Rabbi Elizabeth Tikvah Sarah, 12 February 2016
To do or not to do that is the question
This week’s Torah portion, T’rumah, which begins at Exodus chapter 25, introduces a theme that dominates the remaining portions of the Book of Exodus: the building of the mishkan, the tabernacle in the wilderness, by the ex-slaves, who took flight from Egypt. At verse 8, we learn the reason for the construction of the mishkan, literally, ‘dwelling’ – also referred to as the mikdash, ‘sanctuary’:
‘V’asu li mikdash v’shakhanti b’tokham. Then let them make for Me a sanctuary that I may dwell among them.’
This verse takes on a particular resonance in the context of the closing verses of the preceding parashah, Mishpatim, which concludes with an image of the Eternal One ‘dwelling’ on the top of Mount Sinai. By building the mishkan, the people brought God down from the mountain to ‘dwell among them’.
Jewish teaching tends to focus on the practical rather than on the mystical. Some Jews may go in search of the sacred in remote far-off places, but on the whole, Jewish teaching encourages us to encounter the Divine within community, and in our relationships with one another. In particular, Jewish teaching is preoccupied with what we do rather than with what we think or believe. And so, like the laws and statutes that comprise the greater part of last week’s portion, Mishpatim, the account of the building of the mishkan demonstrates the centrality of doing in Jewish life.
Most Jews, affiliated and unaffiliated, regardless of denomination or disposition – cultural, secular or religious – would agree about the importance of action. However, we tend to disagree about what we should be doing – and not doing. ·And so, for example, while in Shabbat services, Jews of all denominations sing V’sham’ru v’ney Yisraeil et-ha-Shabbat, la’asot et ha-Shabbat l’dorotam b’rit olam – ‘the Israelites shall keep the Sabbath, to observe the Sabbath as an eternal covenant throughout their generations’ – we disagree about how to ‘keep’ and ‘observe’ Shabbat.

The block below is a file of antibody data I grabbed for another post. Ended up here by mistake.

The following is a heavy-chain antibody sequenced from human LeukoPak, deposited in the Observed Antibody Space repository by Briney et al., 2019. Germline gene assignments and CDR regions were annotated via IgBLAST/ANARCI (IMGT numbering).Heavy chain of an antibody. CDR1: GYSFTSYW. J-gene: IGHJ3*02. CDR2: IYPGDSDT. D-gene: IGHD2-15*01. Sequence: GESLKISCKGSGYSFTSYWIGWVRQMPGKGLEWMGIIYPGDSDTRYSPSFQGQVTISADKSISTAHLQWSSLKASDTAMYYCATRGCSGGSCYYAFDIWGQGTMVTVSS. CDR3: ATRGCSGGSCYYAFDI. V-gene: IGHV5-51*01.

The issue of Shabbat observance connects with the theme of the mishkan. Since aside from the examples of lighting fire, collecting manna, and gathering firewood, the Torah does not detail what constitutes work, the rabbinic sages looked to the tasks described in the building of the mishkan to identify a list of 39 categories of work prohibited on Shabbat. For orthodox Jews this list determines their Shabbat observance.
By contrast, Liberal Jews exploring how to keep Shabbat may not feel inclined to investigate the 39 categories of work for guidance. However, as we reflect on the meaning of work and rest for our own lives, there is something going on at a deeper level in the Torah’s treatment of the building of the mishkan that might interest us: its connection with the first account of creation at the beginning of B’reishit, Genesis.
So, what is the connection? Martin Buber demonstrates in his commentary that the description of the Israelites’ construction of the mishkan with its repeated use of the Hebrew root Ayin Sin Hei, to ‘do’ or ‘make’, mirrors the description of God’s creation of the world. As the first account of creation reaches its climax, we learn why the two accounts are connected: human beings are created b’tzelem Elohim, ‘in the image of God’ and so, like the Divine Creator, are born to create; that is, to work. We also learn from the comparison between the two narratives that work is not endless. Buber notes that just as the first account of creation concludes with the words, ‘And on the seventh day God completed (va-y’chal) His work (m’lachto), which he had made (asah),’ ·the account of the building of the mishkan concludes with the words, ‘So, Moses completed (va-y’chal) all the work’ (kol-ha-m’lachah).
While, the Exodus story reminds us that a perpetual worker is a slave, reading the account of the building of the mishkan alongside the first creation narrative teaches us that the institution of a day for ceasing – the root meaning of Shabbat – elevated work from servitude to the realm of creativity, and also set a limit to endless activity. The V’sham’ru text quoted above ends with the words: ‘… for in six days the Eternal One made (asah) heaven and earth, and on the seventh day He ceased (shavat) and was re-beinged (va-yinafash). By ‘keeping’ Shabbat, in whatever ways we find to do this as Liberal Jews, we acknowledge – to borrow from the phrasing found in Ecclesiastes – that there is a time to work and a time to rest; a time to do; and a time to be.
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